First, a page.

“It’s essentially a sigmoidal curve, and if you can get the barrel to follow a certain curve you’ll get a certain taste profile back out of the wood,” Pickerell says. “So if you tell them you want mint and coconut extracts to predominate, they can come up with a temperature profile that they’ll and that will result in you getting mint and coconut extract.”
Alchemy in a Barrel
The distillate that goes into the barrel to be aged is often called “white dog,” and has a good deal of flavor on its own. “It has lots of sweetness, complexity and spice in the flavor as opposed to a neutral vodka,” says Harlen Wheatley, master distiller at Buffalo Trace Distillery.
Wheatley holds a degree in chemical engineering and says there are “literally hundreds if not thousands of interactions and reactions” that occur as the distillate ages into bourbon. “The main focus is the extraction of wood flavors from the hemicellulose, lignins, tannins, lipids, and others. Flavors such as fructose, xylose, vanillin, and many acids all interact with the white dog to create the overall flavor of bourbon.”
Hemicellulose gives the aging distillate toasty, caramelized flavors. Oak lignin, meanwhile, imparts a vanilla character, says Andrea Wilson, vice president-general manager and master of maturation at Michter’s Distillery. Tannins give color and mouthfeel, while “lactones impart woody characters and can strongly influence other characters,” Wilson says.
There are both chemical and physical changes in the liquid during the aging process, Wilson says. Michter’s uses gas chromatography–mass spectrometry to look for certain compounds that must be present at right concentration so that the final product will match Michter’s flavor profile.
“We also use organoleptic methods to ensure we have both a qualitative as well as quantitative methods in measuring the quality of our product,” says Wilson.
Distillers say that anywhere from 50-80% of a bourbon’s flavor comes from its time in the barrel. Wheatley’s estimate is about 50%, with the rest coming from the distillation (25%), the recipe and yeast used in the distillate (12%) and fermentation (12%).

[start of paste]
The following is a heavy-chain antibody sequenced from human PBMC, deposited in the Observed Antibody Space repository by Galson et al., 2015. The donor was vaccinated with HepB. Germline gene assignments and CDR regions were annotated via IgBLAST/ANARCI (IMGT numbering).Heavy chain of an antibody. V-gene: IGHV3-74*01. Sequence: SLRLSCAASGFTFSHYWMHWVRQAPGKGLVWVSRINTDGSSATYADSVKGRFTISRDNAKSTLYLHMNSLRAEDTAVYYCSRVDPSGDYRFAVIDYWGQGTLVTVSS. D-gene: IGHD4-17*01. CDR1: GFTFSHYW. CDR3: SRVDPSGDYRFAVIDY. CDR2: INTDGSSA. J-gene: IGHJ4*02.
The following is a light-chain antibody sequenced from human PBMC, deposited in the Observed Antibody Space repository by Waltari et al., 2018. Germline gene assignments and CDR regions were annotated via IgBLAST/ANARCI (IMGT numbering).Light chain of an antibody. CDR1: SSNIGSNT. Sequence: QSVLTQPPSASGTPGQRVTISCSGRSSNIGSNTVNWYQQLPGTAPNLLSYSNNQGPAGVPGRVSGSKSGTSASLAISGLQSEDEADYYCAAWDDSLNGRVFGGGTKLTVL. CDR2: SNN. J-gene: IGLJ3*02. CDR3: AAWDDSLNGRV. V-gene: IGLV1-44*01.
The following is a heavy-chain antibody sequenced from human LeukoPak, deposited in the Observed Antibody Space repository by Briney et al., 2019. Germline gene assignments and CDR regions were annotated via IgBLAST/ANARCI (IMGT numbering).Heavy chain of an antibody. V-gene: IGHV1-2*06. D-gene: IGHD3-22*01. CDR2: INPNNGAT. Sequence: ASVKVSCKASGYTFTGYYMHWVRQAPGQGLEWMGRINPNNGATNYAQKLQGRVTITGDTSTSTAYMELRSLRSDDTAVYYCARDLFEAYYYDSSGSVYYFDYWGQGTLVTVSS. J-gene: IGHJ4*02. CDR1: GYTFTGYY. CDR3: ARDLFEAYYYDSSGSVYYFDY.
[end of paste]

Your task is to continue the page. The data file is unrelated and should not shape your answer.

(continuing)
Even a well-made, whiskey-tight barrel won’t yield the amount of full liquid that was originally put in it. Two processes account for this loss. Soakage loss occurs when a new barrel absorbs up to 5% of the whiskey.
And a new barrel being aged in Kentucky will lose about 3% per year due to evaporative loss, called the “angel’s share.” Smaller barrels lose a higher percentage than larger ones, says Pickerell, with a 10-gallon barrel losing up to 10% per year.
A distiller’s job isn’t done once the barrels have been racked in a warehouse for aging.
The “maturing environment” (where the barrels may rest for more than a decade) of the barrels is key to producing a quality bourbon.
“Kentucky is an optimal location for aging because of the change of seasons and temperatures which ultimately results in the pressure changes in the barrel causing the movement of the whiskey in and out of the capillaries of the wood,” Wilson says. “This process plays a key role in the contribution of the overall color, flavor and aroma imparted by the barrel to the whiskey.”
Kentucky typically sees about four to six cycles per year in a rack house. Michter’s goes a step further by heating its warehouses in the warmer months and cooling them in the winter, simulating additional cycles to “further contributing to the overall maturation quality of the liquid,” says Wilson. “This is an expensive process but we know by organoleptic and analytical means that it absolutely can increase the quality of the liquid.”
And increasing the quality of that liquid is what drives the American barrel industry to innovate in the 21st century.